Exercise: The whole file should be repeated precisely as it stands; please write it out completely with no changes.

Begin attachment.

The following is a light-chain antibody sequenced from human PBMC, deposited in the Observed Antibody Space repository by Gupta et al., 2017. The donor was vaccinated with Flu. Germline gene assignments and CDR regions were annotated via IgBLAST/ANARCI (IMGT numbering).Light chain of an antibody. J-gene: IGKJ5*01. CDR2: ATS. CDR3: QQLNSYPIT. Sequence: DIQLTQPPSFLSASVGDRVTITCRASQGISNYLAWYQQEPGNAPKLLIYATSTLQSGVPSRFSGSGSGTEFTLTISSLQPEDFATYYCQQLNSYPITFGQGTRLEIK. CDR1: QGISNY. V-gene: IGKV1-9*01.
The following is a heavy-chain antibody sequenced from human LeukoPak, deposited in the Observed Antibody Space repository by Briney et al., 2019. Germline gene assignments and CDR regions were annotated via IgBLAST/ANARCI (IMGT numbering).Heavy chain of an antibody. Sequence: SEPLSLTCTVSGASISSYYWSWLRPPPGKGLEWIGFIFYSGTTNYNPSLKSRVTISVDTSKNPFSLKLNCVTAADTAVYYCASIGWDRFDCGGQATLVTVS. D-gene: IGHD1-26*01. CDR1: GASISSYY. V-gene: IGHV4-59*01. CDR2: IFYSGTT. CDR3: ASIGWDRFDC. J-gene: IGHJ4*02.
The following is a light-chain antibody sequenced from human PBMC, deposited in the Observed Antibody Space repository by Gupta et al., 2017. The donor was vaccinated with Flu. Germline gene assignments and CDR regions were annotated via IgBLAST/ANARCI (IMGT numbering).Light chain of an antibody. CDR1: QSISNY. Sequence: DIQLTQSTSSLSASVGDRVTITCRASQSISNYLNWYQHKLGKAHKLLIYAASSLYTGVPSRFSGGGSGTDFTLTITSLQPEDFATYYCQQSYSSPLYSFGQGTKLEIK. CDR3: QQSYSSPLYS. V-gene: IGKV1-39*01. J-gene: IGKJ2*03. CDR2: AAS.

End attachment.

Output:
The following is a light-chain antibody sequenced from human PBMC, deposited in the Observed Antibody Space repository by Gupta et al., 2017. The donor was vaccinated with Flu. Germline gene assignments and CDR regions were annotated via IgBLAST/ANARCI (IMGT numbering).Light chain of an antibody. J-gene: IGKJ5*01. CDR2: ATS. CDR3: QQLNSYPIT. Sequence: DIQLTQPPSFLSASVGDRVTITCRASQGISNYLAWYQQEPGNAPKLLIYATSTLQSGVPSRFSGSGSGTEFTLTISSLQPEDFATYYCQQLNSYPITFGQGTRLEIK. CDR1: QGISNY. V-gene: IGKV1-9*01.
The following is a heavy-chain antibody sequenced from human LeukoPak, deposited in the Observed Antibody Space repository by Briney et al., 2019. Germline gene assignments and CDR regions were annotated via IgBLAST/ANARCI (IMGT numbering).Heavy chain of an antibody. Sequence: SEPLSLTCTVSGASISSYYWSWLRPPPGKGLEWIGFIFYSGTTNYNPSLKSRVTISVDTSKNPFSLKLNCVTAADTAVYYCASIGWDRFDCGGQATLVTVS. D-gene: IGHD1-26*01. CDR1: GASISSYY. V-gene: IGHV4-59*01. CDR2: IFYSGTT. CDR3: ASIGWDRFDC. J-gene: IGHJ4*02.
The following is a light-chain antibody sequenced from human PBMC, deposited in the Observed Antibody Space repository by Gupta et al., 2017. The donor was vaccinated with Flu. Germline gene assignments and CDR regions were annotated via IgBLAST/ANARCI (IMGT numbering).Light chain of an antibody. CDR1: QSISNY. Sequence: DIQLTQSTSSLSASVGDRVTITCRASQSISNYLNWYQHKLGKAHKLLIYAASSLYTGVPSRFSGGGSGTDFTLTITSLQPEDFATYYCQQSYSSPLYSFGQGTKLEIK. CDR3: QQSYSSPLYS. V-gene: IGKV1-39*01. J-gene: IGKJ2*03. CDR2: AAS.